Review Summary: Not even the harsh realities of daily life can force this band to deliver anything other than another warm, comforting collection of songs.
Eisley’s music has always been the kind of thing that you could listen to after a hard day and almost immediately feel relaxed. Such is the power of the DuPree sisters’ voices and the lush, laid-back music that accompanies them. This has allowed their albums to consistently provide a pervasive atmosphere of uplifting serenity – an escape from the real world. This shouldn’t really come as a surprise once you consider the fact that they started as the house band for their local church, and despite their subsequent fame, they’ve never really strayed from their wholesome beginnings – although it should be stressed that they’re not considered a Christian band. Eisley’s third album, The Valley
, still retains the same formula that made past albums so comforting, but harsh reality has finally created a bit of grey around the edges.
The promotional material that accompanies this album is quick to point out that just about every member of this band has endured some sort of tribulation and/or hardship since the release of their sophomore album and it is definitely apparent. That statement isn’t supposed to imply that Eisley have suddenly become edgy or jaded, though, because nothing could be further from the truth. It’s just that buried within a sound that is still very much focused on the sweet vocals of the DuPree sisters is a feeling that life hasn’t been nice lately. The album’s second track, “Smarter”, sums it up perfectly when Stacy sings, “If I sound angry, I’m sorry. This body can only cry for so long. And if you want to blame me, then go on. I’m smiling now because I’m smarter than you think.”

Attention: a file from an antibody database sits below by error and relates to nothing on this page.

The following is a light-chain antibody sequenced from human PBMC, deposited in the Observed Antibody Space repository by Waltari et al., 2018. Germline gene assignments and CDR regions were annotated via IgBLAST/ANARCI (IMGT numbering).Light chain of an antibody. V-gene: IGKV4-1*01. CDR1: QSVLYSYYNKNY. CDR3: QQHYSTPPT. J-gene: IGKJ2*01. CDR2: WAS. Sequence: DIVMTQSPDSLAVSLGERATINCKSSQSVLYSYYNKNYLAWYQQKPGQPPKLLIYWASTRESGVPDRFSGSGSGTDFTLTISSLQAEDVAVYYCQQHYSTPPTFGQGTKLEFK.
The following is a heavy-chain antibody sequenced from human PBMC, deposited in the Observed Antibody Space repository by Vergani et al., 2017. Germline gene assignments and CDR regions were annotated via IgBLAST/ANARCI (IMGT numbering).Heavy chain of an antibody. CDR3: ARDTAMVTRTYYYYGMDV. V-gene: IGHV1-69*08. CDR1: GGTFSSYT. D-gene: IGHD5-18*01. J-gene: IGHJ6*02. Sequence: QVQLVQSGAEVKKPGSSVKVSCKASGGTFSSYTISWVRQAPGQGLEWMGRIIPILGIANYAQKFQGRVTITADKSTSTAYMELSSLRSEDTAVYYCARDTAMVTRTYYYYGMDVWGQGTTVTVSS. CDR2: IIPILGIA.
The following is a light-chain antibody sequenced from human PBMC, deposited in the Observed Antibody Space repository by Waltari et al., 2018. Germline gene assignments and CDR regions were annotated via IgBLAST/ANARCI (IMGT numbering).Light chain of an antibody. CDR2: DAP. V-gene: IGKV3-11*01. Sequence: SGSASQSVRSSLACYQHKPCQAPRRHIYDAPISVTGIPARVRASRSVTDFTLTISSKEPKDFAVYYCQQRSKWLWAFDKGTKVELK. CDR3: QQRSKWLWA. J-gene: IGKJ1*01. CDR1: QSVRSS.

In order to capitalize on the blunt lyrical content, the band pushes towards a more riff-oriented direction than a majority of their previous output. Of course, these riffs are still contrasted with melodious backing vocals and subtle piano flourishes that help maintain the peaceful atmospheres that the band are really known for. In fact, no matter how dismal things become, the band never loose sight of what really makes them special.
Clean, crisp guitars mix with harmonized vocals; keyboard and piano provide comforting ambience, and leisurely tempos deliver graceful lyrics all in an effort to create an overall sound that is smooth and full of hooks. Eisley’s range of influences seem to pull as much from bands such as The Carpenters
or The Beatles
as they do any modern act, and it’s what allows them to stand out. It’s what gives songs such as the title track its lush uplifting feel and the ability to come off as playful, yet intelligent. It’s the reason “Kind” can come off like a modern reinterpretation of an old-time love song with its bubbly piano melody and Broadway play-like violin accompaniment. This is the same formula the band had already perfected by the time they released their debut, and a little bit of grey around the edges certainly wasn’t going to ruin it. No – as opening track “The Valley” clearly displays, a few bumps in the road of life aren’t going to suddenly force Eisley to deliver anything other than the uplifting, relaxing music that they’ve always excelled at.
It’s hard to find any real faults with Eisley’s latest album, The Valley
. Sure, it’s essentially the same formula that they’ve always used, but that’s probably what most fans would like. Nobody wants to see Eisley lose the endearing warmth that makes their music so easy to listen to, and on The Valley
nobody is going to have to. Granted, the album is less cheery and a bit rougher around the edges, but the core sound is still quintessentially Eisley. What really matters is that The Valley
is full of the kind of music that you can throw on at the end of a rough day and feel immediately at peace – harsh realities be damned.